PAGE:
Pentagon Probes ‘Anonymous’ Hacker Threat
The Pentagon said Tuesday it had requested an investigation into a hacker group’s reported cyber threat against a military base that is being used to hold a US soldier suspected of giving documents to WikiLeaks.
Pentagon spokesman Colonel David Lapan said the probe was requested after news that the hacker group called Anonymous was seeking to disrupt online activities at the Quantico, Virginia, base where Private Bradley Manning is incarcerated.
“The base at Quantico, including the brig, are aware of that and they have made law enforcement agencies aware of that as well,” Lapan said.
The Financial Times reported that hackers known as “Anonymous,” which had claimed credit for attacks supporting WikiLeaks in recent months, was seeking to disrupt communications at the US Marine base.
Manning, 23, has been held at the prison since July under a maximum security regimen because authorities say his escape would pose a risk to national security.
The army private faces numerous charges of stealing classified files and is suspected as the source of a trove of secret documents published on the WikiLeaks website in recent months, which have infuriated and embarrassed US officials.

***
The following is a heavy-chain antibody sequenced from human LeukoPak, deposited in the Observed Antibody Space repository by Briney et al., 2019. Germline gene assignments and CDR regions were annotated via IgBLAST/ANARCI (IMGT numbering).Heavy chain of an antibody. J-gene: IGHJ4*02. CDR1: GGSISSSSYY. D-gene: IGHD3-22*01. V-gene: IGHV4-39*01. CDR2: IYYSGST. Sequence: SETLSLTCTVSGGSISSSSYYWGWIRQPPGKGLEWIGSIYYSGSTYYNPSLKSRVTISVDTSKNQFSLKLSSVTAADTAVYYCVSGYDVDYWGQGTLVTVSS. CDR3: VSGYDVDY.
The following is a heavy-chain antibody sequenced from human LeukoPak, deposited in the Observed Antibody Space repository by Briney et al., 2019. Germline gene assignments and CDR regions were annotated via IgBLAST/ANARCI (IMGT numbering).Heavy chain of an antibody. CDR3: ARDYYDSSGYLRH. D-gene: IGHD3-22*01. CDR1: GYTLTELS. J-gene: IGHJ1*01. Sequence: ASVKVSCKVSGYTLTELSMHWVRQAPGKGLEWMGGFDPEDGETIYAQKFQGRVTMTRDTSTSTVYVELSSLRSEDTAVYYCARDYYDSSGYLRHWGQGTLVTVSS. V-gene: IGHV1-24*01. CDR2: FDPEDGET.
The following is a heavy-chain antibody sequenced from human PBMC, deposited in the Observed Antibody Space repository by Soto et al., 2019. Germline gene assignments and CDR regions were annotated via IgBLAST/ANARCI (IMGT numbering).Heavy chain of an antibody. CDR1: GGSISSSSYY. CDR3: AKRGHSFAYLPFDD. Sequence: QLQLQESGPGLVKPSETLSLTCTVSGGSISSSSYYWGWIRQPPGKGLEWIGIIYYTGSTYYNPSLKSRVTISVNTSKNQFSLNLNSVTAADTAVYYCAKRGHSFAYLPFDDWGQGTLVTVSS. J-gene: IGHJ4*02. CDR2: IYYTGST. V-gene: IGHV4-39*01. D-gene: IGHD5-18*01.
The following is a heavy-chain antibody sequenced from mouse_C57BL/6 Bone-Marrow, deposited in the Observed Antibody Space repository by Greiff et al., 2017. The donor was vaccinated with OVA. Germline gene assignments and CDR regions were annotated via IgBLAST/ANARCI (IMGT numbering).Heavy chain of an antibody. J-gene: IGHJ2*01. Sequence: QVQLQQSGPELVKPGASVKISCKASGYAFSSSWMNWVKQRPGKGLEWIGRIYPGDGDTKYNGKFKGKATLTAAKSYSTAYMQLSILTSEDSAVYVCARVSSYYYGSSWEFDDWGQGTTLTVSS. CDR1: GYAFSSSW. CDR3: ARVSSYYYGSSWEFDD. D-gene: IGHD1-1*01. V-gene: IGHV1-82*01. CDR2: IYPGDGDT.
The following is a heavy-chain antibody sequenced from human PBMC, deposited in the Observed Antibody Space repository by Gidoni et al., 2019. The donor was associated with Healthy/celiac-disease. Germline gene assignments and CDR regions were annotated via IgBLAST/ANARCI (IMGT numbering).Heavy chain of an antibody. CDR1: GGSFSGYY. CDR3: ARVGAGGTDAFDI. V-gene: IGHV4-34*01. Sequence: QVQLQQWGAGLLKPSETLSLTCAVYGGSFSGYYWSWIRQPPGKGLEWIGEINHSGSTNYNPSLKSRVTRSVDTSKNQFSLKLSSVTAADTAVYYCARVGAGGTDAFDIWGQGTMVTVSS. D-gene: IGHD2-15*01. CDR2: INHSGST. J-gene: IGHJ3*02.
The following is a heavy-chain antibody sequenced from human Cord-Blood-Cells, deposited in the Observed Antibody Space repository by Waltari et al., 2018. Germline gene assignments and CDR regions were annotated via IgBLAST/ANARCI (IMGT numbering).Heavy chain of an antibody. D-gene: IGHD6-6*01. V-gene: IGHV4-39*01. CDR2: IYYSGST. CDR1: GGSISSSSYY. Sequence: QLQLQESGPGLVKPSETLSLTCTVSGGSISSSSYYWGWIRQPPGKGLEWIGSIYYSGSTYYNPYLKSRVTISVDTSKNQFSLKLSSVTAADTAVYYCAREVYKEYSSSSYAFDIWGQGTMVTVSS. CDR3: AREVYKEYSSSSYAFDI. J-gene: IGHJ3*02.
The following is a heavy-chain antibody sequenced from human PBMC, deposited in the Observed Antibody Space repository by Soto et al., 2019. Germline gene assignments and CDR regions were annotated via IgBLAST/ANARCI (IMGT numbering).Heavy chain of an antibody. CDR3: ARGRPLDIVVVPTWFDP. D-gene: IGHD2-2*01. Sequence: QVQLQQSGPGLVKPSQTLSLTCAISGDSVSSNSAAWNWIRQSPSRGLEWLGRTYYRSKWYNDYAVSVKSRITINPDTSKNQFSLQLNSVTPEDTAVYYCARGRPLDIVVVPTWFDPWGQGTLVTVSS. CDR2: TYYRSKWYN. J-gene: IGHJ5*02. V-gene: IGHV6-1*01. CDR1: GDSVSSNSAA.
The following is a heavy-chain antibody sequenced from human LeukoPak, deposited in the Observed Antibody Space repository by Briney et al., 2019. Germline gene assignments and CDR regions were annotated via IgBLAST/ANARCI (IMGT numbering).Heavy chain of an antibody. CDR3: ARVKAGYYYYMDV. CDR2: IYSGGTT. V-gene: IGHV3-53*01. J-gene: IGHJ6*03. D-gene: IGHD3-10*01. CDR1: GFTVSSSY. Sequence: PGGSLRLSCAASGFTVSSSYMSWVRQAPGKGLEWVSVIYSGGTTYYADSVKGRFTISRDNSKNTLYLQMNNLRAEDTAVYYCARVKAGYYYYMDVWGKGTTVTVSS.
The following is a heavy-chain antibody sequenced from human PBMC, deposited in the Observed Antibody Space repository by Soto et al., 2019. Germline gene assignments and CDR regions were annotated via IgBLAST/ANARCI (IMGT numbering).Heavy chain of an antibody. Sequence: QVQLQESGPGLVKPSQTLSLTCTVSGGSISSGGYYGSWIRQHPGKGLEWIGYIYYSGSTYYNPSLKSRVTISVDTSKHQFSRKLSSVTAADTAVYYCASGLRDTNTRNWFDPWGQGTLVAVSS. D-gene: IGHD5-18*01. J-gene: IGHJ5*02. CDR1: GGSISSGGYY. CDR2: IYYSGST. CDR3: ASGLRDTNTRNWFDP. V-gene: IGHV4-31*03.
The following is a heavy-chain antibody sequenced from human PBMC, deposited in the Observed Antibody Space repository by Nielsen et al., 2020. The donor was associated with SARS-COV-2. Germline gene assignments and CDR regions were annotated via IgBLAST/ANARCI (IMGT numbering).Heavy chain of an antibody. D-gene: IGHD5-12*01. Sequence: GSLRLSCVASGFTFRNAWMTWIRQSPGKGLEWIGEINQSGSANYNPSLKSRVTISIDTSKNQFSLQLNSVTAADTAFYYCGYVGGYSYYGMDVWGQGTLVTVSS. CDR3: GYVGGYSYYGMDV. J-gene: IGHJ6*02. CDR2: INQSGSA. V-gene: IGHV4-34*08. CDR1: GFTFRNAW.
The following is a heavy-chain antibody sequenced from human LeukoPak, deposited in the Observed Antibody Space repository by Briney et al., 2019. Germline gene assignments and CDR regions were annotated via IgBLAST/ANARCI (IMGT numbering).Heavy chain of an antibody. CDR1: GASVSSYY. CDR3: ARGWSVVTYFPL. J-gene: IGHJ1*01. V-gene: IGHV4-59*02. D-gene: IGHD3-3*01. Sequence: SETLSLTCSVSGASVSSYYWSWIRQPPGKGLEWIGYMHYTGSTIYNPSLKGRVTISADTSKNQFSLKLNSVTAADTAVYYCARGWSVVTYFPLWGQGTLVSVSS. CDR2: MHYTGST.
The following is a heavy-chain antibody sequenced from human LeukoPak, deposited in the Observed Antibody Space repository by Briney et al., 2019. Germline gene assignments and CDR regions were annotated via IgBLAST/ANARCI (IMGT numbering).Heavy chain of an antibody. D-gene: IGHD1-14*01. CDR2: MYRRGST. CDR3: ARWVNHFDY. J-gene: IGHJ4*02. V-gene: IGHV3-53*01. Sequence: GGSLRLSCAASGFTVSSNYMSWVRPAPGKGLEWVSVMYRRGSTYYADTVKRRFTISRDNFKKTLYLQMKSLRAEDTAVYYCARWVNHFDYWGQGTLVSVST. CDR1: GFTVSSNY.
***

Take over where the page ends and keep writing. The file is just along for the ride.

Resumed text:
US military authorities brought additional charges against Manning last week, accusing him of illegally downloading vast numbers of secret government files and “aiding the enemy.”
His defense lawyers have filed a legal complaint over the conditions of his detention at Quantico, which include a “prevention of injury” watch, which his lawyer said includes being forced to sleep naked.
His supporters say the regimen is inhumane and has been deemed unnecessary by psychiatric experts.
The WikiLeaks website has yet to disclose its source for the US military and diplomatic documents published in recent months, but suspicion has focused on Manning, who worked as a low-ranking army intelligence analyst in Iraq.
Manning was arrested in May and authorities have yet to say when he will be put on trial. If found guilty, Manning faces up to 52 years in prison.
In December, the loose-knit group of hackers known as Anonymous staged cyber attacks on the websites of Visa, Mastercard, PayPal and others accusing them of withdrawing services to WikiLeaks.